The human tapestry is woven of all the stories we tell about who we are and how we got here; were it to contain only stories of our best moments, leaving out the painful ones, the result would be a caricature. Below is a story submitted to The Moments Project that reminded me that not all moments are positive, and not all transformations are for the better, at least at the moment of unfolding.
It was a glorious Friday afternoon. Work had been slow so I had taken off to enjoy the remainder of this spring day. I was sitting on the sofa with a bowl of popcorn, watching TV and thinking how great life can be sometimes. Then the phone rang. Caller ID said it was the school that my youngest son went to.
On the other end of the line was the Assistant Principal, who told me that my son had been arrested at school earlier that day. He and a friend of his were caught smoking pot on campus, and my son was now being held at a substation waiting for transport to downtown. I’m not sure how I managed to keep breathing or how my heart didn’t just stop during this conversation. The AP also told me that, all in all, my son was a good kid – that teenagers are known for their mistakes and it’s what they do with them that matter. I thought, how ironic that we should be having this conversation when I had this very one with my son – and yet here was this phone call telling me my son is now sitting in a cell somewhere.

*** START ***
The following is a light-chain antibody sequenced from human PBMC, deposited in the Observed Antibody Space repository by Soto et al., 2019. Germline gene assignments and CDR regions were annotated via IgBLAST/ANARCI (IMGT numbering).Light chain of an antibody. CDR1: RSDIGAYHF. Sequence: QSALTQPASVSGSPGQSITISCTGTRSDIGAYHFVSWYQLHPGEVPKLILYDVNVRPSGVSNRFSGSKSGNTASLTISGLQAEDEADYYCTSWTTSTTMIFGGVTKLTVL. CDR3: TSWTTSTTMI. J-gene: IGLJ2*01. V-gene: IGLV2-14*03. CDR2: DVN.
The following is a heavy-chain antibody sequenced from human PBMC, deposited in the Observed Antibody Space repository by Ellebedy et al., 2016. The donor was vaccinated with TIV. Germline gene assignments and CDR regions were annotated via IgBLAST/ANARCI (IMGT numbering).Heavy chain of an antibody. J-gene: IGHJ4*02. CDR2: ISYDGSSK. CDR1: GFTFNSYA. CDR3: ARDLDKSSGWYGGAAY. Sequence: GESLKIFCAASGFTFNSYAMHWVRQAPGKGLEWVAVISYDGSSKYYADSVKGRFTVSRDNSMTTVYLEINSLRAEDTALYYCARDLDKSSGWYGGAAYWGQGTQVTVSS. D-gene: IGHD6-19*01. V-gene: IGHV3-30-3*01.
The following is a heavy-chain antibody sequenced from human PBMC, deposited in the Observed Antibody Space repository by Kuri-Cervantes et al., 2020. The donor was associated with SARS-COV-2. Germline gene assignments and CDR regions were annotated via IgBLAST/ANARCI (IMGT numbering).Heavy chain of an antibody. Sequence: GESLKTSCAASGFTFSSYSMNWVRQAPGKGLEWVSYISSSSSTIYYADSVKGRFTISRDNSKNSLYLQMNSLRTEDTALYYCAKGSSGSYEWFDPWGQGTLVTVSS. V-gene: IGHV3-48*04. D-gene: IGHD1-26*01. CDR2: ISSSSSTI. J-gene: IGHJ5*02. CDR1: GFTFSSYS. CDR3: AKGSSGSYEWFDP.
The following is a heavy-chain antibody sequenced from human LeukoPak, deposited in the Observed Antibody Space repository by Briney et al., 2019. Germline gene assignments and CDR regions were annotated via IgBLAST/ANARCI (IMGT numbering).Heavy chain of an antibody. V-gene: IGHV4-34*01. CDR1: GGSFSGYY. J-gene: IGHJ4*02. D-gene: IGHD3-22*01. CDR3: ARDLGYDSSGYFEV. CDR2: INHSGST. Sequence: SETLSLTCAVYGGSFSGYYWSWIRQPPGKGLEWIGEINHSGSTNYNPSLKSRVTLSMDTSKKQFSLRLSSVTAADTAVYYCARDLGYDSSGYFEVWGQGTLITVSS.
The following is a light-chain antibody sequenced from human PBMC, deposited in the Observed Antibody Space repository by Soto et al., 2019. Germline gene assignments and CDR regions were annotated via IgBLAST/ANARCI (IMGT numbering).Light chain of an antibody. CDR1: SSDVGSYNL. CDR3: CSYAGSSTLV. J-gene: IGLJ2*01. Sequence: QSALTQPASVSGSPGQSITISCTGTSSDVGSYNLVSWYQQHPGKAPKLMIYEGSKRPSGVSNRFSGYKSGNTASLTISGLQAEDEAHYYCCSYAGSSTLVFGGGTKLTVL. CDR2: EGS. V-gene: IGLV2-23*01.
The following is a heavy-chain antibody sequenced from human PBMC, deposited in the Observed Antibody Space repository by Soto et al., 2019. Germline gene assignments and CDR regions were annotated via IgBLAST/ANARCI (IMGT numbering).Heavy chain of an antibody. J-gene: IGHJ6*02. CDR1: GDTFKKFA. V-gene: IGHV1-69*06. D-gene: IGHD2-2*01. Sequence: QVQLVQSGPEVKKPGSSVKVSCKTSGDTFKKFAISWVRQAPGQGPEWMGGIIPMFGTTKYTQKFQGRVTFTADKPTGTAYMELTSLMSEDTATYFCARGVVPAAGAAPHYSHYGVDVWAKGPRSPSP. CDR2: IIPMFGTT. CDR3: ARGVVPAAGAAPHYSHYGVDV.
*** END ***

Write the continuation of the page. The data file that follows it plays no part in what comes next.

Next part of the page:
Talk about a day going to hell in a hand basket. I’m sure the sun was still shinning and the butterflies I had been watching in the backyard were still fluttering around, but all I could think of was that my son had been put into hand cuffs and taken to jail in the back of a squad car. He is only 16 for crying out loud! Teenagers do stupid stuff! Ok so this was beyond stupid and yes he is accountable, but is this really the right way to handle this? I mean this was really a great Friday afternoon. The kind you wait for, the kind that you dream about, the kind you play hooky for. And my son wasn’t going to get to enjoy it… nor was I.
Nor would we ever be the same. He would always see the pain on my face and I would always see the sorrow in his eyes. Our lives had changed – now it was all about what we did with that change. In so many was I lost the child he had been that day. Just as he lost the mother I used to be. WE were forever changed … and not for the better.
What I felt most when I read this story was that I wanted to “make it better.” I wanted to calm my own anxiety about suffering by “fixing it,” by offering something pithy and soothing. Then I wanted to edit it, to give it a softer ending. Then I saw that all of that would miss the point that there is potential for healing in telling all our stories, including the ones that hurt to read.